Truth be told, the insemination of the Shortboard Revolution’s seed occurred two years prior to Nat’s victory.  In ’64, the inquisitive, innovative, trailblazing George Greenough visited friend and California expat Bob “The Beaded Barb” Cooper in Australia.  George, traveling with his cameras and balsawood “spoon” kneeboard “Velo” with its tuna tail inspired flexible fiberglass fin, was introduced to the itinerate surfer/shaper Bob McTavish and others who were gobsmacked by the other worldly surfing performances of Greenough.  Bob McTavish from his biography, STOKED: “I witnessed George kick into a six-foot wave and get to his knees in a snap.  He took off fast, his right arm flying, his left grabbing the front rail of the short kneeboard.  With all the speed he gained form the drop, he planted a hard bottom turn, and shot forward along the hovering wall.  But he didn’t run straight along it as we would have on our big boards.  No!  He carved back up into the pit.  Again he drove off a long bottom turn, and flew along the threatening section.  Amazing surfing.  So fast!  And those turns!  Most impressive… I gotta get me some of that speed and acceleration.”  The only real stumbling block to Greenough’s approach, McTavish later lamented, was Miki Dora.  “He was so darn cool!  His walking, trimming, and noseriding style.”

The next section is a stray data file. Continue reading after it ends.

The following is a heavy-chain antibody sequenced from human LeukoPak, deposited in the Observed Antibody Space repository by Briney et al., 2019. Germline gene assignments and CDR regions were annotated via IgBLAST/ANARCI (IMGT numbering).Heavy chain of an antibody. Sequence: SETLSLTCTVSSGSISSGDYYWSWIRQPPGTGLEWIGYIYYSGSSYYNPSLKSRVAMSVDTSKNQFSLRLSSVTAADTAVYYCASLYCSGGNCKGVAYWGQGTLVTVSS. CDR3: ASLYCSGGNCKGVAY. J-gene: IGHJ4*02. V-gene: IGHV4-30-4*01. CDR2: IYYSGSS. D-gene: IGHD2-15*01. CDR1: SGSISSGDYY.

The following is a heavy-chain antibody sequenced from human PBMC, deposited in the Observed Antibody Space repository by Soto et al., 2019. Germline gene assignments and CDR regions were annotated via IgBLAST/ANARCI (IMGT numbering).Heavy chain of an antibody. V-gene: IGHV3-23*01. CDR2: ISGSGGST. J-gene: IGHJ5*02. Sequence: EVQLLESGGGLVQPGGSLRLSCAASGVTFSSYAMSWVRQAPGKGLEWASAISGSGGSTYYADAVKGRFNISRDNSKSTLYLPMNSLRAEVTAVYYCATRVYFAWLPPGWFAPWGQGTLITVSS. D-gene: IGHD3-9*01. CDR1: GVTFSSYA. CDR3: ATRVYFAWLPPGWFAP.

Hobie Shop :: The Second Annual Hobie Vintage Surfboard Festival // Sunday June 9th.

Reyn Spooner ‘presents’ The Second Annual Hobie Vintage Surfboard Festival at La Plaza Park

Sponsored by the Vintage Surfboard Collectors Club and the City of Dana Point

Sunday June 9th


Come one come all to an edition of The Vintage Surfboard Collectors Club Swap at La Plaza Park in Dana Point, next to Hobie Surf Shop! 

View, buy, sell or trade surfboards with member collectors from up and down the coast. Surfboards & memorabilia, like skateboards, contest tees, vintage aloha, books, posters, etc,  from the dawn of surfing through the 1980’s will be represented. Admission is FREE to swap or buy. You must be a member of VSCC to sell (more info at All official vendors will receive an event tee from Reyn Spooner & Hobie, poster, and coffee token from Bear Coast Coffee. 

Along with all flavors of surf & skate history represented, there will also be special “Best of Show Hobie Surfboard or Memorabilia” & “Best of Show Surfboard or Memorabilia” awards given. So, bring your best of the best, most unique throwback and enter it to WIN. First prize is $200 Hobie Surf Shop gift card, second $100. You do not have to be a VSCC member to enter the Best in Show categories. We can’t wait to see what you pull out of your rafters, garages and closets! Several legendary Hobie Surfers, including Phil Edwards, will serve as show judges.